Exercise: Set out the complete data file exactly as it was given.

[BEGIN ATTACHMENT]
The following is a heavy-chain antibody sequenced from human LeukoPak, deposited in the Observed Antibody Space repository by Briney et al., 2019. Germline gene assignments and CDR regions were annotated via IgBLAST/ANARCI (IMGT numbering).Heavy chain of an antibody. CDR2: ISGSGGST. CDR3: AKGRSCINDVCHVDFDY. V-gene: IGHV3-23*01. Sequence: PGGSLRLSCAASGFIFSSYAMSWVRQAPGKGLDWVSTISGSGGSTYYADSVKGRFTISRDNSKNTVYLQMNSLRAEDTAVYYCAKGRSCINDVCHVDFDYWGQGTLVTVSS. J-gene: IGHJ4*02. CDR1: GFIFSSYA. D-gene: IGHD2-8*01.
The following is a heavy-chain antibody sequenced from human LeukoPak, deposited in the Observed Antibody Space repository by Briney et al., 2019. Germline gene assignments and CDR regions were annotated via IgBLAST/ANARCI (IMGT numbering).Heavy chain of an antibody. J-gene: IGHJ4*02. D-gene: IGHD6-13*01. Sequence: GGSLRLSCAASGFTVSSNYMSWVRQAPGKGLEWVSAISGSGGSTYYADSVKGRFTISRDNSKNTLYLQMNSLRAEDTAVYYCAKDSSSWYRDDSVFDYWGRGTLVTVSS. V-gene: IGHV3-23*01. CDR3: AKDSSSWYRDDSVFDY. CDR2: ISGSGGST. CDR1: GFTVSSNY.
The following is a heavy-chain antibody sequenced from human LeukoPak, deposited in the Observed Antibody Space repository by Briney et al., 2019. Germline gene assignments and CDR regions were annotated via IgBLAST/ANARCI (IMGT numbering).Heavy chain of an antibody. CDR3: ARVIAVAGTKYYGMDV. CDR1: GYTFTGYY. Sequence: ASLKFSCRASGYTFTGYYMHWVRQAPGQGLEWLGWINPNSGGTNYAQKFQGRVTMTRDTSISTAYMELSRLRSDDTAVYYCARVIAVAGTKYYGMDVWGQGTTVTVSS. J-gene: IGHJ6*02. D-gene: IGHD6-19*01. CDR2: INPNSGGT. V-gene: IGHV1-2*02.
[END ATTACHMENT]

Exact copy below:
The following is a heavy-chain antibody sequenced from human LeukoPak, deposited in the Observed Antibody Space repository by Briney et al., 2019. Germline gene assignments and CDR regions were annotated via IgBLAST/ANARCI (IMGT numbering).Heavy chain of an antibody. CDR2: ISGSGGST. CDR3: AKGRSCINDVCHVDFDY. V-gene: IGHV3-23*01. Sequence: PGGSLRLSCAASGFIFSSYAMSWVRQAPGKGLDWVSTISGSGGSTYYADSVKGRFTISRDNSKNTVYLQMNSLRAEDTAVYYCAKGRSCINDVCHVDFDYWGQGTLVTVSS. J-gene: IGHJ4*02. CDR1: GFIFSSYA. D-gene: IGHD2-8*01.
The following is a heavy-chain antibody sequenced from human LeukoPak, deposited in the Observed Antibody Space repository by Briney et al., 2019. Germline gene assignments and CDR regions were annotated via IgBLAST/ANARCI (IMGT numbering).Heavy chain of an antibody. J-gene: IGHJ4*02. D-gene: IGHD6-13*01. Sequence: GGSLRLSCAASGFTVSSNYMSWVRQAPGKGLEWVSAISGSGGSTYYADSVKGRFTISRDNSKNTLYLQMNSLRAEDTAVYYCAKDSSSWYRDDSVFDYWGRGTLVTVSS. V-gene: IGHV3-23*01. CDR3: AKDSSSWYRDDSVFDY. CDR2: ISGSGGST. CDR1: GFTVSSNY.
The following is a heavy-chain antibody sequenced from human LeukoPak, deposited in the Observed Antibody Space repository by Briney et al., 2019. Germline gene assignments and CDR regions were annotated via IgBLAST/ANARCI (IMGT numbering).Heavy chain of an antibody. CDR3: ARVIAVAGTKYYGMDV. CDR1: GYTFTGYY. Sequence: ASLKFSCRASGYTFTGYYMHWVRQAPGQGLEWLGWINPNSGGTNYAQKFQGRVTMTRDTSISTAYMELSRLRSDDTAVYYCARVIAVAGTKYYGMDVWGQGTTVTVSS. J-gene: IGHJ6*02. D-gene: IGHD6-19*01. CDR2: INPNSGGT. V-gene: IGHV1-2*02.